Some recent sightings of the Secret Gospel of Mark include:
James D. Tabor, Chair of the Department of Religious Studies at the University of North Carolina at Charlotte who blogs at TaborBlog, has already read the latest issue of BAR, and offers his opinion with a title Vindicating Morton Smith. As he already noted last February, the correspondence between Morton Smith and Gershom Scholem edited for publication by Guy G. Stroumsa (the second-to-last living Western scholar to have seen the MS with his own eyes) "make it clear beyond any reasonable doubt that Smith could not have forged either Clement’s letter or the passages of “Secret Mark” contained therein. The manner in which Smith’s own views and understanding of his discovery develop and change over time are clearly demonstrated in these letters, as he debates with himself the significance of the text he has found and shares his insights and his questions with Scholem."
David Henige, African Studies bibliographer at the University of Wisconsin, mentions the Secret Gospel of Mark in his new article "Authorship Renounced: The 'Found' Source in the Historical Record" published in Journal of Scholarly Publishing (October 2009; doi: 10.3138/jsp.41.1.31). The abstract is as follows:
Most often, authorship is a prized status, sometimes to the point of being claimed by those who have no right to it. Conversely, throughout history many works have appeared in which authorship to credited to someone other than the person(s) who brought to it public attention. Often these individuals masquerade as ‘editors,’ purporting to have discovered a work that they actually wrote themselves. When this claim is accepted, the record of the past becomes distortedbecause false claims are accepted as true.
Keywords: authorship, pseudohistory, false authorial attributions
Among a dozen examples of authors suggesting they have found a source they have themselves composed Henige has Morton Smith, even though Secret Mark's difference to his other (genuine) hoaxes seems rather plain, when the real hoaxers usually simply deny the requests to produce the questioned document for a close scrutiny, something they could easily do at any hour of the day. Nevertheless, Henige assesses that there is "a strong majority of them [New Testament scholars] leaning toward rejection, not least on the grounds that the manuscript’s visible lifespan was suspiciously brief." (40) One point of criticism pointed to the defenders of the authenticity should in all fairness be considered:
"Defenders typically — and, obviously, faute de mieux — regard the photographs as adequate for evaluating authenticity. For photographs as dubious evidence see David Henige, Historical Evidence and Argument (Madison: University of Wisconsin Press 2005), 198–9, 271–2 nn. 56–7, and sources cited there." (51 n. 44)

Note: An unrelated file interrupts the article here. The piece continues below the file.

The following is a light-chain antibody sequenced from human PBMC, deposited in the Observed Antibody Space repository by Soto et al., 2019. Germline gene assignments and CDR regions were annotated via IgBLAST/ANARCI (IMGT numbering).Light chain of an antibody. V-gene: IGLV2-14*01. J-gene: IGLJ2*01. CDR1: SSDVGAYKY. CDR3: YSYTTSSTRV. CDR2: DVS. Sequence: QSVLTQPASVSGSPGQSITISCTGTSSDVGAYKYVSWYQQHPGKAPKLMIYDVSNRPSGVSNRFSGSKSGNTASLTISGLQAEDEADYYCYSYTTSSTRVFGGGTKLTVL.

But even more perplexing is the following quote from the conclusions:
"As several of the instances above point out, in many cases final resolution is virtually impossible, even for contemporary examples, short of producing the disputed documents... Refuting criticism technically (e.g., by pointing out factual errors in it), even if done successfully, increases only slightly the probability of authenticity, since it may also demonstrate that the hoaxer was well acquainted with his materials — as is often true, of course, since it is familiarity that often breeds both the desire to hoax and the competence to carry out that desire." (46)
So much for the optimism of Anthony Grafton regarding the possibility of actually detecting forgeries, I guess?
Robert M. Price, Professor of Theology and Scriptural Studies at Johnnie Colemon Theological Seminary, a somewhat controversial figure in biblical studies for his views of Jesus as a myth (named pseudo-scholar by e.g. Chris Weimer, the founder of Thoughts on Antiquity), has recently reviewed both Scott G. Brown's "Mark’s Other Gospel: Rethinking Morton Smith’s Controversial Discovery" and Stephen C. Carlson's "The Gospel Hoax: Morton Smith’s Invention of Secret Mark". Price had admitted earlier to have been persuaded by the similarity of the plot of James H. Hunter's 1940 novel "The Mystery of Mar Saba" and the discovery story of Morton Smith - the Secret Gospel of Mark was a hoax. For one thing, "I suggest that such a novel is exactly the sort of leisure fiction to appeal to scholars like Smith." On the other side of the table, "now I may say that the able Mr. Carlson has marked the case closed." Or, as an even greater eulogy, "We owe a great debt to Stephen C. Carlson for settling a debate that has simmered for over thirty years now."
I may come back to Price's ideas, but my initial thought is this: while Price suggests that Brown has fallen to the trap laid down by Morton Smith, I suggest that Price has himself been trapped into the web of the pseudohistorical approach of Carlson, as he seems to accept the clue arguments of Carlson with much rejoicing.
April D. DeConick, Isla Carroll and Percy E. Turner Professor of Biblical Studies at Rice University who blogs at The Forbidden Gospels, has noted the latest issue of BAR, and the discussion about the Secret Gospel of Mark has taken to flight slowly and carefully. I am going to chime in once the snails of the mail deliver the physical issue at Helsinki University.
Peter Kirby Expands Early Christian Writings
6 days ago